The restoration of the monarchy, the Great Fire of London, the Second Dutch War and the Great Plague – the seventeenth century was a turbulent time in British history. Our understanding of these events and, in particular, the people who lived through them is enriched by one first-hand account: the diary of Samuel Pepys.
Begun when he was very young and about to take up important government post as Clerk of the Acts of the Navy Board, Pepys’ diary offers a detailed and personal account of the 1660s. Samuel Pepys brought an end to the diary on 31 May 1669 because he was concerned that writing in low light was causing him to go blind. Now, 350 years after that last entry, we celebrate the man and his remarkable diary.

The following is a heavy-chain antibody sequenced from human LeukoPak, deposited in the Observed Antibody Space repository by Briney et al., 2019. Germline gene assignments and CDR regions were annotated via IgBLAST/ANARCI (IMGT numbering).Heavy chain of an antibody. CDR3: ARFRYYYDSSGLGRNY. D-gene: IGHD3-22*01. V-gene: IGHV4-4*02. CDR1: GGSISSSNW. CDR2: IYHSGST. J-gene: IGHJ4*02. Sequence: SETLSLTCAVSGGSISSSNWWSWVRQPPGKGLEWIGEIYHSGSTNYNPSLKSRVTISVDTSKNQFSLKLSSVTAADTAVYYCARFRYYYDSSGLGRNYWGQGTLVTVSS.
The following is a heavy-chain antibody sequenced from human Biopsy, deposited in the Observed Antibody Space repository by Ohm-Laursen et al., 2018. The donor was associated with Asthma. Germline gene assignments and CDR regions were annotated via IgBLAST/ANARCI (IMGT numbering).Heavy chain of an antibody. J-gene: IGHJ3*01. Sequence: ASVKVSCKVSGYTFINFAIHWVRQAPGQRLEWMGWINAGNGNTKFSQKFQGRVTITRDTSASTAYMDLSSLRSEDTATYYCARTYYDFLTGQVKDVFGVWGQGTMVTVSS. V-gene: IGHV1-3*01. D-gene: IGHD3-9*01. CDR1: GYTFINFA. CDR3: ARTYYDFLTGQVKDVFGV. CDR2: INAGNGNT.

“And thus ends all that I doubt I shall ever be able to do with my own eyes in the keeping of my journal …”
The beginning of the last entry in Samuel Pepys’ diary, signed and dated 31 May 1669.